Nigeria’s hope of raising dollar-denominated cash in the Eurobond market to finance its deficit may have finally hit the rocks as rating agency, Fitch, downgraded the country’s long-term foreign currency issuer default rating (IDR) to ‘B’ from ‘B+’ with a negative outlook, citing external and fiscal pressures. The new rating by Fitch is at par with Moody’s rating at B2 and one notch above S&P rating at ‘B-’.
Credit rating is used by sovereign wealth funds, pension funds and other investors to gauge the creditworthiness of entities. These ratings can impact borrowing costs as a lower rating would mean a higher cost of borrowing for issuers.
A ‘B’ rating for long-term foreign currency implies that Nigeria, in an adverse business, financial and economic conditions, is incapacitated to meet its foreign currency-denominated financial obligations with an original maturity of one year or more, as they come due.
“This means the government will abandon its foreign currency commercial debt issuance for 2020 and concentrate on effort on getting loans from multilateral agencies,” Omotola Abimbola, a fixed income analyst at Chapel Hill Denham, said.
Zainab Ahmed, Nigeria’s minister of finance, on Monday announced plans by the government to raise $6.9 billion from multilateral lenders to help in efforts to stop the spread of the coronavirus and counter its impact on Africa’s largest economy.
“The government will seek $3.4 billion from the International Monetary Fund, $2.5 billion from the World Bank and a further $1 billion from the African Development Bank,” Ahmed said.
Nonso Obikili, chief economist at BusinessDay, said the decision to seek IMF support is “unprecedented by Nigerian standards and it’s clear they are very worried about finances going forward”.
“But this is the easy part. There are more fundamental macro and fiscal issues that will need to be tackled once the pandemic goes away,” he said.
According to Fitch, the downgrade and negative outlook reflect the aggravation of ongoing pressures on Nigeria’s external finances following the recent slump in oil prices and the pandemic shock.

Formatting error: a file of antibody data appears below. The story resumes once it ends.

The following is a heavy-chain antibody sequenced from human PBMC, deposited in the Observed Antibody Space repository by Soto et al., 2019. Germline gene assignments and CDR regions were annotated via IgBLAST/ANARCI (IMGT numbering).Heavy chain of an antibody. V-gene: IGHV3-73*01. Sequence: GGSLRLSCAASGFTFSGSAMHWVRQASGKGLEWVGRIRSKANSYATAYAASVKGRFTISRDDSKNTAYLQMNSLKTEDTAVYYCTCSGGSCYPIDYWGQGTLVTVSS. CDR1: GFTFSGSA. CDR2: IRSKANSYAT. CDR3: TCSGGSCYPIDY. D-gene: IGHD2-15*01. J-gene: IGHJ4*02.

“Intensifying external pressures raise risks of disruptive macroeconomic adjustment given Nigeria’s precarious monetary and exchange rate policy setting and lack of fiscal buffers.
Nigeria’s reserves have depleted to $35.94bn as at March 2020 compared to $52.6bn in 2008. External debt ballooned hitting $26.94bn in 2020 compared to $3.7bn in 2008 and $111.26bn in 2016. The external crude account has also depleted to less than $100 million in March 2020 compared to more than $15 billion in 2008 and less than $5 billion in 2016.
The rating agency said the pandemic shock would also raise government debt and interest payment-to-revenue ratios from already particularly high levels and lead to a renewed economic recession.
Figures from the Debt Management Office (DMO) show Nigeria’s total debt stock rose to N27.40 trillion in 2019, an increase of around 12.36 percent year-on-year from N24.38 trillion in 2018. Domestic debt grew 10.5 percent to N18.38 trillion in 2019 accounting for 67.07 percent of total debt stock. Total debt-to-GDP ratio remained at 19 percent approximately, below the 25 percent debt limit imposed by the government. The total interest payment on domestic debt, according to DMO data, stood at N1.69 trillion in the year, while interest payment on foreign debt stood at $1.33 billion.
Fitch warned that the pandemic shock would push the Nigerian economy into recession with GDP contracting by 1 percent in 2020. Non-oil GDP will fall, weighed down by spillovers from the oil sector, tighter FC supply and disruptions to economic activity from measures taken to contain the spread of the coronavirus as regions accounting for nearly half of the national economy were put under a two-week lockdown in March.